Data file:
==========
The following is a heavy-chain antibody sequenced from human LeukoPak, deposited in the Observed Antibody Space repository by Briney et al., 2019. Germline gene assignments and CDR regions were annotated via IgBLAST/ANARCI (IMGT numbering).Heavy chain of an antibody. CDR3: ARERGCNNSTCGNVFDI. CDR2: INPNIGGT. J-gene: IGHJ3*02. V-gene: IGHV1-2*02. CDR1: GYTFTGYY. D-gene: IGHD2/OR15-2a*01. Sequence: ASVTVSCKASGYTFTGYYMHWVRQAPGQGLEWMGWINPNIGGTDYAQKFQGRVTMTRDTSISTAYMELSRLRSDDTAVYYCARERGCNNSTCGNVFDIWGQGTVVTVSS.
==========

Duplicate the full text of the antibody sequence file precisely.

The following is a heavy-chain antibody sequenced from human LeukoPak, deposited in the Observed Antibody Space repository by Briney et al., 2019. Germline gene assignments and CDR regions were annotated via IgBLAST/ANARCI (IMGT numbering).Heavy chain of an antibody. CDR3: ARERGCNNSTCGNVFDI. CDR2: INPNIGGT. J-gene: IGHJ3*02. V-gene: IGHV1-2*02. CDR1: GYTFTGYY. D-gene: IGHD2/OR15-2a*01. Sequence: ASVTVSCKASGYTFTGYYMHWVRQAPGQGLEWMGWINPNIGGTDYAQKFQGRVTMTRDTSISTAYMELSRLRSDDTAVYYCARERGCNNSTCGNVFDIWGQGTVVTVSS.